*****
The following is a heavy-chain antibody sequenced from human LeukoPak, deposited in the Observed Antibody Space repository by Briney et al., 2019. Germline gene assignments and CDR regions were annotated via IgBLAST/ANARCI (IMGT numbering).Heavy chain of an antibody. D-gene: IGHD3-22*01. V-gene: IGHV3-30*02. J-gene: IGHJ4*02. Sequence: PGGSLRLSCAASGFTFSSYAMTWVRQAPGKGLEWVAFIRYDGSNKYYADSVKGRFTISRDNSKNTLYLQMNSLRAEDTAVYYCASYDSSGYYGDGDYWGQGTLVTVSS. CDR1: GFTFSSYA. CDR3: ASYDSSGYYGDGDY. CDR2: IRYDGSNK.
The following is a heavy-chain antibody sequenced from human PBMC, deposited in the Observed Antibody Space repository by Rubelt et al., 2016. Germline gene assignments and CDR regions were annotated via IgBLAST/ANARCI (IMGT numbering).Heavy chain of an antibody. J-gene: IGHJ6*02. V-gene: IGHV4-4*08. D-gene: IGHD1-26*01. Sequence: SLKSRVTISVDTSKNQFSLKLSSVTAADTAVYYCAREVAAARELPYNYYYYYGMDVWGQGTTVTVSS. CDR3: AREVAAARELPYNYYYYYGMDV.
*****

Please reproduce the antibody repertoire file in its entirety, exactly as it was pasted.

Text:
The following is a heavy-chain antibody sequenced from human LeukoPak, deposited in the Observed Antibody Space repository by Briney et al., 2019. Germline gene assignments and CDR regions were annotated via IgBLAST/ANARCI (IMGT numbering).Heavy chain of an antibody. D-gene: IGHD3-22*01. V-gene: IGHV3-30*02. J-gene: IGHJ4*02. Sequence: PGGSLRLSCAASGFTFSSYAMTWVRQAPGKGLEWVAFIRYDGSNKYYADSVKGRFTISRDNSKNTLYLQMNSLRAEDTAVYYCASYDSSGYYGDGDYWGQGTLVTVSS. CDR1: GFTFSSYA. CDR3: ASYDSSGYYGDGDY. CDR2: IRYDGSNK.
The following is a heavy-chain antibody sequenced from human PBMC, deposited in the Observed Antibody Space repository by Rubelt et al., 2016. Germline gene assignments and CDR regions were annotated via IgBLAST/ANARCI (IMGT numbering).Heavy chain of an antibody. J-gene: IGHJ6*02. V-gene: IGHV4-4*08. D-gene: IGHD1-26*01. Sequence: SLKSRVTISVDTSKNQFSLKLSSVTAADTAVYYCAREVAAARELPYNYYYYYGMDVWGQGTTVTVSS. CDR3: AREVAAARELPYNYYYYYGMDV.